Jesus is building his church, ‘on the foundation of the apostles and prophets, Christ Jesus himself being the cornerstone’ (Eph. 2:20), and so the church, as the household of God, is necessarily apostolic and prophetic; a calling known only as we operate corporately. This means that in the course of its apostolic and prophetic ministry there will be (and have been) persons who will be used in significant ways that we may call apostolic or prophetic, even if we are shy to directly label them apostles or prophets. At the same time, the ministry of individual persons loses validity as soon as they operate as individuals, independent of the Body; once they lose sight of the fact that their being gifted to the church is cause for great humility in which there is place neither for celebrity status nor personal empire building.

A number of passages, notably in Paul’s letters, speak specifically of the apostolic ministry in a way that does not immediately allow a direct application of what is said to every Christian—for example, when Paul says in 1 Corinthians 4:13, ‘We have become, and are still, like the scum of the world, the refuse of all things’, this is in the context of drawing a contrast between Paul (and his apostolic companions), and the believers in the churches to whom and for whom they laboured: ‘We are fools for Christ’s sake, but you are wise in Christ. We are weak, but you are strong. You are held in honor, but we in disrepute’ (1 Cor. 4:10).

These things cannot be said to be ipso facto the case for the ‘everyday’ Christian—unless we understand that this person is a member of the apostolic and prophetic community, and as such both suffers and rejoices with the Body. The rejection and hatred a Christian may face is not a personal thing; it is a rejection of Christ as he is embodied in his church. As a pastor–teacher, I must see myself as being in this flow of the apostolic and prophetic work of Christ in his church, and rest firmly on this as my foundation.

Thirdly:

The goal of these gifts is the maturing of the church into ‘the measure of the stature of the fullness of Christ’. This is not an end in itself, but is with a view to him filling all things; the church’s glory is the glory of the Father’s grace (Eph. 1:6, 12, 14), and the fullness of this will be seen in the Telos, not in the visible institutions we are wont to call ‘churches’. So while we serve the church, we ultimately serve Christ and through him the Father. This means we cannot see this passage as a strategy for church growth or management just waiting to be applied, nor is there any room for self-congratulation when we feel we have got our ministry structures ‘right’. Both pastoral care and teaching is therefore transformed from management and therapy into an exciting (even exhilarating) participation in the Father’s eschatological purpose. Our task is not to help people live happy, comfortable and prosperous lives in this world, but to call them to fix their eyes on Jesus, and forsake all this world has to offer in light of their treasure stored in Heaven.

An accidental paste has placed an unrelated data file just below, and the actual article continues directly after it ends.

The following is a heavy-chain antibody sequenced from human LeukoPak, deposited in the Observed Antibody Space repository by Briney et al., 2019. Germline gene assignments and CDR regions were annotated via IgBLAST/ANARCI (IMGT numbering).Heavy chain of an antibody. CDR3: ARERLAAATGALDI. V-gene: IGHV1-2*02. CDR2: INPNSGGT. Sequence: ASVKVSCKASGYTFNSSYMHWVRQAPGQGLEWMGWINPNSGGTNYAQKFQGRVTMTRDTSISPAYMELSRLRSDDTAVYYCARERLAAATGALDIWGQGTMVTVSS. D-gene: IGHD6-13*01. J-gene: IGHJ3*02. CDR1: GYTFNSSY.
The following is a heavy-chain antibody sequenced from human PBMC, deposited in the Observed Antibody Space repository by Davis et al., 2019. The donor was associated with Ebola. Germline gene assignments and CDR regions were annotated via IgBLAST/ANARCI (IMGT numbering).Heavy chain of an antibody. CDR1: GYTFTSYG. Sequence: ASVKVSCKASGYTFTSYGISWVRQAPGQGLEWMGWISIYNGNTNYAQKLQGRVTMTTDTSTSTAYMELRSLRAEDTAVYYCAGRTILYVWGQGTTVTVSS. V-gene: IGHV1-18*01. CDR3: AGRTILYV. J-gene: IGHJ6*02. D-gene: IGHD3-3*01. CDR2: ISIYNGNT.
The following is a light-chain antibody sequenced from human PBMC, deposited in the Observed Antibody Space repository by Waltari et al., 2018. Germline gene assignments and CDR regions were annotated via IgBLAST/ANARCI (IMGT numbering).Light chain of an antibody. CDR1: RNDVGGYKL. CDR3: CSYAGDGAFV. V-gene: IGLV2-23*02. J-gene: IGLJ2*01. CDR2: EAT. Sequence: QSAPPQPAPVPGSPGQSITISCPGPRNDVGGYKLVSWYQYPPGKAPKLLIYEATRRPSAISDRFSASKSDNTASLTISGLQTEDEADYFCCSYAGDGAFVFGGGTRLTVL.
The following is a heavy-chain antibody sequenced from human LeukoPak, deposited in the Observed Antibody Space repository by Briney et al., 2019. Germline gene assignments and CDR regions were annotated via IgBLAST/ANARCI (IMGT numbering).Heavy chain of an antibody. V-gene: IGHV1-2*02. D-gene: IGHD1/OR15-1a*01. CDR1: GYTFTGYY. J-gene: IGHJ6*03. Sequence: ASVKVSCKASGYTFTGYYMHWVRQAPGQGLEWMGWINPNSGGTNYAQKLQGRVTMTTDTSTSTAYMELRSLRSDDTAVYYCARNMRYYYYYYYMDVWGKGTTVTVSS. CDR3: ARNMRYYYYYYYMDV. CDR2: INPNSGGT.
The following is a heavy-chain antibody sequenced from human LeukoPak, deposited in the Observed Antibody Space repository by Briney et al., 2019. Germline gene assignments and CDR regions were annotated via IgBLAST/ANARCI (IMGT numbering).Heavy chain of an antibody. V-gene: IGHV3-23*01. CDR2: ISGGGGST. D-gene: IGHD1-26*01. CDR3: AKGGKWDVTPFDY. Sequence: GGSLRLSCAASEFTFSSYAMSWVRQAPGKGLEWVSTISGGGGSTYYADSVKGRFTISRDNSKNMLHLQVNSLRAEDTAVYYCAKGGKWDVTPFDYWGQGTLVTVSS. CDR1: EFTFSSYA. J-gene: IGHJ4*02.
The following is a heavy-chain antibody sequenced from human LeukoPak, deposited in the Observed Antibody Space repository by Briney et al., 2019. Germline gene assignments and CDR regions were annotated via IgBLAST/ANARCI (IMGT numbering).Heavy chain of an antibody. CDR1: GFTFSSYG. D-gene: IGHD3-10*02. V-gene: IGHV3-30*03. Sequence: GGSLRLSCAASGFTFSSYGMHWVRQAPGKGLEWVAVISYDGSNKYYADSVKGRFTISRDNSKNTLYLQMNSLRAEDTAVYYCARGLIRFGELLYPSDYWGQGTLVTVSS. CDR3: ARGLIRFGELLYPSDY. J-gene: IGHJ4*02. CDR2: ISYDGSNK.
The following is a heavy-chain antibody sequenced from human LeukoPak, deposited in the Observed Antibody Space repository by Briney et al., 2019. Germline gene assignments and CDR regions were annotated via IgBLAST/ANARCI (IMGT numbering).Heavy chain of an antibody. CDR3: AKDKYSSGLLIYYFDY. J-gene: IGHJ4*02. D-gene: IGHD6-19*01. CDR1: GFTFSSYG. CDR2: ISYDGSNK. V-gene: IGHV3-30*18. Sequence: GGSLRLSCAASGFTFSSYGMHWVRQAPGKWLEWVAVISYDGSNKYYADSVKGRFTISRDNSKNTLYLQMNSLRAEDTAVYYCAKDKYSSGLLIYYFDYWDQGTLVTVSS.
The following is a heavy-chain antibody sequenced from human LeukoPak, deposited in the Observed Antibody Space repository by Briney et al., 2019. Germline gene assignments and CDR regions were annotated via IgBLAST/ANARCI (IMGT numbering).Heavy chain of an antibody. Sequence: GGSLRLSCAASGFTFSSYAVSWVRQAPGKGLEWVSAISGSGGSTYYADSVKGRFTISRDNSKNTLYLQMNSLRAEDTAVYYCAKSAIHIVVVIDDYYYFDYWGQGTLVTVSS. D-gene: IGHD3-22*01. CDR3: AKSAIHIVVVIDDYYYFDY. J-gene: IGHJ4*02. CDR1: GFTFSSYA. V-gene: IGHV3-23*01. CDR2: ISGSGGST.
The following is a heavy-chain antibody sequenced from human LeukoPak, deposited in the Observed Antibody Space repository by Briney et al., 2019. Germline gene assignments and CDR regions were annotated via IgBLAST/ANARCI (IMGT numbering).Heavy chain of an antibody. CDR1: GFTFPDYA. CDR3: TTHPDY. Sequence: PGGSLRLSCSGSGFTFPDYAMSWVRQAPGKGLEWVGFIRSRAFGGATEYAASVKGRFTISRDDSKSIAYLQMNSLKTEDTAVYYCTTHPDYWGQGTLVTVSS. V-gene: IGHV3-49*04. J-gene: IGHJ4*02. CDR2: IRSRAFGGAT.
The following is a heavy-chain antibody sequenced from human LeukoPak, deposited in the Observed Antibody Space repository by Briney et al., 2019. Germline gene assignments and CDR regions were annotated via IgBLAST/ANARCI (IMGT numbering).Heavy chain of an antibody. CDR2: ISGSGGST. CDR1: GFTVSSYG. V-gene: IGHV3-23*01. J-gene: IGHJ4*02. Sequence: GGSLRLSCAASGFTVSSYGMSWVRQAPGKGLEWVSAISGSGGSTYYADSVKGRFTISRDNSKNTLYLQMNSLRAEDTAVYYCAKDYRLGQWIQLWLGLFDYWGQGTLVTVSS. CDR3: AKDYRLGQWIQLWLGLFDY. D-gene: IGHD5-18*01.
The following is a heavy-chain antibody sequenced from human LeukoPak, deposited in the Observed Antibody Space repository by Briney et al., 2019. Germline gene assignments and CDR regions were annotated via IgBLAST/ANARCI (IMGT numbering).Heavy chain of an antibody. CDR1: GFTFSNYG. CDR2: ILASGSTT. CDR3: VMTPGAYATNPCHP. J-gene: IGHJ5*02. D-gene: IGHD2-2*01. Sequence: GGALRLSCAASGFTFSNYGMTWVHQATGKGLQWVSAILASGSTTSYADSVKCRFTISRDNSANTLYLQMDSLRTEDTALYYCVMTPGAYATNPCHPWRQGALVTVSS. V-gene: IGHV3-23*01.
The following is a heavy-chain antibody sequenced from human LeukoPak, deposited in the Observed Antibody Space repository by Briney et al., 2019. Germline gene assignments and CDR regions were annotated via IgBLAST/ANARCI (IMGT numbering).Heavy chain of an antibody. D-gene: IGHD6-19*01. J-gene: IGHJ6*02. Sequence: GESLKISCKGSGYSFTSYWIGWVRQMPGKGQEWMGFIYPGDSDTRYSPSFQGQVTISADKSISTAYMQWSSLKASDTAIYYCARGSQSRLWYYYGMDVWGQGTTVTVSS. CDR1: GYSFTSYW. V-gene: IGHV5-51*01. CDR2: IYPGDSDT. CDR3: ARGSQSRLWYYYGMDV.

Fourthly:

The gifts are an expression not just of the ministry of Jesus in his church, but reveal something that is ontological about humanity. As the renewed, recreated humanity, constituted in Christ the second Adam, the church as a community should be expected to display the creational design; the various ministries and gifts within the church are not purely pragmatic means to get the church to function well or to achieve her KPI’s.

The gifts are representative of the Spirit-filled people of God, created and redeemed to be vessels of God’s glory; exercising authority over creation; hearing and speaking forth the Word of God; living in genuine, self-sacrificial love and care. They show a humanity that is functional and complementary; in short: it works, and in working, all glory goes to the Father who created all things to be very good and work together (Gen. 1:31). It is an interesting aside to note that some secular analysts who study the functioning of successful teams have identified five key roles that they say should exist in any organisation in order for it to operate smoothly and with growth. Each of these roles can be seen to correspond in some way to the five gifts of Ephesians 4:11, suggesting further their ontological nature.

This means that pastoral–teaching ministry is also firmly grounded in the realities of the created world; it is not a call to escape the material and focus only on the ‘spiritual’. We teach people of the excellencies of the glory of Christ, including his faithfulness to redeem the whole of this groaning creation and the final liberation of the physical world into the freedom of the glory of the children of God (Rom. 8:21).

Fifthly and finally:

Ultimately, we will all be cessasionist. All five titles of Ephesians 4:11 are attributed, finally, to Christ. He is the Apostle and high priest of our confession (Heb. 3:1); the Prophet like Moses raised up by God (John 7:40; Acts 3:22); the Evangelist who came ‘proclaiming the gospel of God (Mark 1:14–15); the Good Shepherd/Pastor who lays down his life for the sheep (John 10:11); and the Teacher who by his Spirit leads us into the truth of all that the Father has and is (John 16:12–15). When Jesus our Apostle/Prophet/Evangelist/Pastor/Teacher appears, then in a sense all of these titles—insofar as they are applied in this age—will become obsolete. They would have fulfilled their purpose in this age when the kingdom of God is advancing by force (Matt. 11:12) and when the doors of the kingdom remain open to those who will enter by faith through the Gospel proclaimed by the church apostolic. We can therefore say with Paul, ‘Therefore, having this ministry by the mercy of God, we do not lose heart’ (2 Cor. 4:1).